I listen with openness. I embrace silence. I seek to attain nothing but trust that He will lead me to Himself, sending me whatever I need.

I watch for His gifts and unwrap them with glee, even when they hurt. Because they are from Him and He knows what I need.

And in the end, I practice love. I don’t know how and am not very good at it, but I ask Him to help me.

He’s been waiting for me to ask. Why have I not asked before or more often?

Because I am afraid. Love is not easy. As Dostoyevsky wrote, “love in action is a harsh and dreadful thing”.

Love will lead me to the Cross.

I am afraid. But I ask anyway.

It is only in this way that I can discover God – and keep discovering Him through every moment of life and death and beyond.

This is what I live for. Amen. Amen.

Crazy Stuff

In the beginning was the Word,
and the Word was with God,
and the Word was God.
He was in the beginning with God.
All things came to be through him,
and without him nothing came to be.
What came to be through him was life,
and this life was the light of the human race;
the light shines in the darkness,
and the darkness has not overcome it.

John 1:1-5

For many of us, this has been perhaps one of the darkest years of our lives. Each of us has been impacted in different ways but it has been a year in which it has been virtually impossible to ignore the darkness that surrounds us.

I need not explain what darkness the pandemic has brought. People have died alone, terrified. Healthcare workers have been overwhelmed. Millions have been very sick and some will never be the same. Massive numbers of people have lost their jobs and have been dependent on stopgap measures that may run out any day.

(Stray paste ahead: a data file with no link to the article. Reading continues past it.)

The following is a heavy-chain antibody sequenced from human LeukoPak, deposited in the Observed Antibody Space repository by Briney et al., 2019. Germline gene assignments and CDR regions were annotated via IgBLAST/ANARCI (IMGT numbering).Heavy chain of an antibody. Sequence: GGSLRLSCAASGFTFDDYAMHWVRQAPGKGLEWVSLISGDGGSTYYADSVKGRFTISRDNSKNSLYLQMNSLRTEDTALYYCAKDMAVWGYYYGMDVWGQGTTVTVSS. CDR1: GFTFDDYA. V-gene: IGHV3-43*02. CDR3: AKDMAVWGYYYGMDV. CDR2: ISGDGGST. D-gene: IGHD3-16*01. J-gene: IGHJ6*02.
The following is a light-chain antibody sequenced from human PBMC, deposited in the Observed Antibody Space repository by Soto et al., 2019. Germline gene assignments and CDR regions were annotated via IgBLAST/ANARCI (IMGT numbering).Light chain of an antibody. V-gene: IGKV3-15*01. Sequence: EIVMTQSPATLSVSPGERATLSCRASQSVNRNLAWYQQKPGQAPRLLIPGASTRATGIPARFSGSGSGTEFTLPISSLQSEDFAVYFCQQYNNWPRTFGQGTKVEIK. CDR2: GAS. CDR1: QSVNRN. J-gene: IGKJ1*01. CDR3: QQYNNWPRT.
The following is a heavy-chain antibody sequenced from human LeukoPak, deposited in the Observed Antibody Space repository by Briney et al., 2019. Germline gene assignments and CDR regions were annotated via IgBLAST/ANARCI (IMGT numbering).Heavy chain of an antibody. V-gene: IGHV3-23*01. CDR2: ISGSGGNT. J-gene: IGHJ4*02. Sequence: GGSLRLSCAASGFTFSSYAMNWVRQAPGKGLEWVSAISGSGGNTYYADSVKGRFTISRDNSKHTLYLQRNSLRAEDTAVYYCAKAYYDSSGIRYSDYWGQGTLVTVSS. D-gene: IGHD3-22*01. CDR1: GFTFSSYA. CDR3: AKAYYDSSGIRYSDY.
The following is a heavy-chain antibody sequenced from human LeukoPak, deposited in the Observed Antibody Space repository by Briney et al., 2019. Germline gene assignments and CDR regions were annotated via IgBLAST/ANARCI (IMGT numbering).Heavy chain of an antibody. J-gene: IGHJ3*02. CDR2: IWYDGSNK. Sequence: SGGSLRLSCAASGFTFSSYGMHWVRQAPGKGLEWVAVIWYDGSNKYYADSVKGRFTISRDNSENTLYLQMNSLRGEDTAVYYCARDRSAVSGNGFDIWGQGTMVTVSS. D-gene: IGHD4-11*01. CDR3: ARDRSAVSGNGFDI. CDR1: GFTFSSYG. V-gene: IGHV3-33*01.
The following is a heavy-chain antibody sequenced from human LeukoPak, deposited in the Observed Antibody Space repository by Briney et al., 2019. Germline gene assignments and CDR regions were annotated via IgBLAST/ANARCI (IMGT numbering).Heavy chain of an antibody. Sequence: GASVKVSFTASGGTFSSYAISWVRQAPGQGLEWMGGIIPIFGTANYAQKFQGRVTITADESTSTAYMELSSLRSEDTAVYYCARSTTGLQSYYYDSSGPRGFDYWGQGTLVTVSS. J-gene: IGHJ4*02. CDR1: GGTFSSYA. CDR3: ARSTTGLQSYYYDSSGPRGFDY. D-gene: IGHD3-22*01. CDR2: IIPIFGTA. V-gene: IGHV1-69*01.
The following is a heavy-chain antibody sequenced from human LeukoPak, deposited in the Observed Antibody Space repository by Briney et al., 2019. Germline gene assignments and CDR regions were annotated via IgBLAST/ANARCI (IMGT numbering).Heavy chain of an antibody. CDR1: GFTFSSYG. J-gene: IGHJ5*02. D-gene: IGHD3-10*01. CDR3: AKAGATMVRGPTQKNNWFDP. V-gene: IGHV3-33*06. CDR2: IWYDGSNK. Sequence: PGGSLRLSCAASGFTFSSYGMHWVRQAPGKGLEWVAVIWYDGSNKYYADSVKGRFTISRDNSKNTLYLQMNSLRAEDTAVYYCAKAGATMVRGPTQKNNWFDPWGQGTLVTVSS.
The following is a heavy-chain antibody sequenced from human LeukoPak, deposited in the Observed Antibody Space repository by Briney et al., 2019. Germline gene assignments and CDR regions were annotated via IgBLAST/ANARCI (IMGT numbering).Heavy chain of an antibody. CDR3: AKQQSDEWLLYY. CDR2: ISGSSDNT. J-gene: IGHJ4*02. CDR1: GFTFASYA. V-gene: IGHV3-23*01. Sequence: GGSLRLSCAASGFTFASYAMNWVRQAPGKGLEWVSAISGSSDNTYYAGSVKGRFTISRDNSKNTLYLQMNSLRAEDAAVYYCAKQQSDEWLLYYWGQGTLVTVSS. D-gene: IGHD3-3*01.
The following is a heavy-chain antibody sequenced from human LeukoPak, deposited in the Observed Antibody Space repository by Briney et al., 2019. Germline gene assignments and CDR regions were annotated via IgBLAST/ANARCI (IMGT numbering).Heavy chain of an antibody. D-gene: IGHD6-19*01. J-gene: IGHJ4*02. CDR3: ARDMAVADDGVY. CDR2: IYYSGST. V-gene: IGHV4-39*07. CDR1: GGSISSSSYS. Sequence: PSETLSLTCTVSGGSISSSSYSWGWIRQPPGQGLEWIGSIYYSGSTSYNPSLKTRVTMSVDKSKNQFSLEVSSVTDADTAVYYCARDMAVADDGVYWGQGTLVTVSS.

Devastating fires terrorized the west coast, with more ferocity than any other year. Wild storms of all kinds have raged throughout our country and around the world, as climate change accelerates and not nearly enough is being done to slow it down.

Egregious acts of violence against people of color, often perpetrated by police, have left tragedy in their wake and spurred millions throughout the world to protest – with some looting and burning, others getting tear-gassed for peacefully proclaiming that Black Lives matter. (How could they not matter?)

And then there was the presidential election and all of the craziness before, during, and after it. Deep divisions seem to only grow deeper and conspiracy theories abound – still. In a year with so much tragedy, we have not been united for we cannot even agree on the facts.

Perhaps one of the hardest parts for me has been seeing growing numbers of people spew forth ideas that I can only describe as crazy. And I’m not talking about mental illness but what appears to be more akin to the brainwashing of cult behavior. People ready to fight to the death for notions that are patently absurd.